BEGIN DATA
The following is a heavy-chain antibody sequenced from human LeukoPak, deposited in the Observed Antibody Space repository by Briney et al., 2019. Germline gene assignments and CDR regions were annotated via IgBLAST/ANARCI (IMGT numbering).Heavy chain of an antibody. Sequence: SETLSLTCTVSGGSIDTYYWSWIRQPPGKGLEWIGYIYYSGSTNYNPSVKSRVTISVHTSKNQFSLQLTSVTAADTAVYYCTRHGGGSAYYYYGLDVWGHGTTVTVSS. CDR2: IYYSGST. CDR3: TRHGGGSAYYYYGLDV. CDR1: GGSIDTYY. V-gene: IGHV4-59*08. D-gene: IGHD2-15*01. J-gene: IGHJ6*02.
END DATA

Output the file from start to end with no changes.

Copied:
The following is a heavy-chain antibody sequenced from human LeukoPak, deposited in the Observed Antibody Space repository by Briney et al., 2019. Germline gene assignments and CDR regions were annotated via IgBLAST/ANARCI (IMGT numbering).Heavy chain of an antibody. Sequence: SETLSLTCTVSGGSIDTYYWSWIRQPPGKGLEWIGYIYYSGSTNYNPSVKSRVTISVHTSKNQFSLQLTSVTAADTAVYYCTRHGGGSAYYYYGLDVWGHGTTVTVSS. CDR2: IYYSGST. CDR3: TRHGGGSAYYYYGLDV. CDR1: GGSIDTYY. V-gene: IGHV4-59*08. D-gene: IGHD2-15*01. J-gene: IGHJ6*02.